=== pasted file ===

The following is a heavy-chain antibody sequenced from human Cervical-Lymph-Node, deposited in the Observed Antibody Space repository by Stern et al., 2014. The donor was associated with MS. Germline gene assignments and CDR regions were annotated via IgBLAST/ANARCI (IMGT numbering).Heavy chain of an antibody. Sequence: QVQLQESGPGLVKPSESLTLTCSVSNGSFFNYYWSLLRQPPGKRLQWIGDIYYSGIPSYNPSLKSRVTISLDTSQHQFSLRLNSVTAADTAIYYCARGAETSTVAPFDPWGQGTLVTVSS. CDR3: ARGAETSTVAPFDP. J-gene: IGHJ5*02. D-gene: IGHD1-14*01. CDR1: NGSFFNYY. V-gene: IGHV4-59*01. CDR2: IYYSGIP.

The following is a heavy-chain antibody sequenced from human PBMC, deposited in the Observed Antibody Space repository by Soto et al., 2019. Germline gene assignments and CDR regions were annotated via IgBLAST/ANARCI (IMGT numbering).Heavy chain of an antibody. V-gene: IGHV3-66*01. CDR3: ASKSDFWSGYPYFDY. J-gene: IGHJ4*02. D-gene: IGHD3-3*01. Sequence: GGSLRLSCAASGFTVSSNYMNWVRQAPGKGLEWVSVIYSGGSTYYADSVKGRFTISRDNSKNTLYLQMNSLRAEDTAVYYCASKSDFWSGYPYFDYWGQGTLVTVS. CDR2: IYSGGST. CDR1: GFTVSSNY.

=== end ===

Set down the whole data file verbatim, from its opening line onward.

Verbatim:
The following is a heavy-chain antibody sequenced from human Cervical-Lymph-Node, deposited in the Observed Antibody Space repository by Stern et al., 2014. The donor was associated with MS. Germline gene assignments and CDR regions were annotated via IgBLAST/ANARCI (IMGT numbering).Heavy chain of an antibody. Sequence: QVQLQESGPGLVKPSESLTLTCSVSNGSFFNYYWSLLRQPPGKRLQWIGDIYYSGIPSYNPSLKSRVTISLDTSQHQFSLRLNSVTAADTAIYYCARGAETSTVAPFDPWGQGTLVTVSS. CDR3: ARGAETSTVAPFDP. J-gene: IGHJ5*02. D-gene: IGHD1-14*01. CDR1: NGSFFNYY. V-gene: IGHV4-59*01. CDR2: IYYSGIP.

The following is a heavy-chain antibody sequenced from human PBMC, deposited in the Observed Antibody Space repository by Soto et al., 2019. Germline gene assignments and CDR regions were annotated via IgBLAST/ANARCI (IMGT numbering).Heavy chain of an antibody. V-gene: IGHV3-66*01. CDR3: ASKSDFWSGYPYFDY. J-gene: IGHJ4*02. D-gene: IGHD3-3*01. Sequence: GGSLRLSCAASGFTVSSNYMNWVRQAPGKGLEWVSVIYSGGSTYYADSVKGRFTISRDNSKNTLYLQMNSLRAEDTAVYYCASKSDFWSGYPYFDYWGQGTLVTVS. CDR2: IYSGGST. CDR1: GFTVSSNY.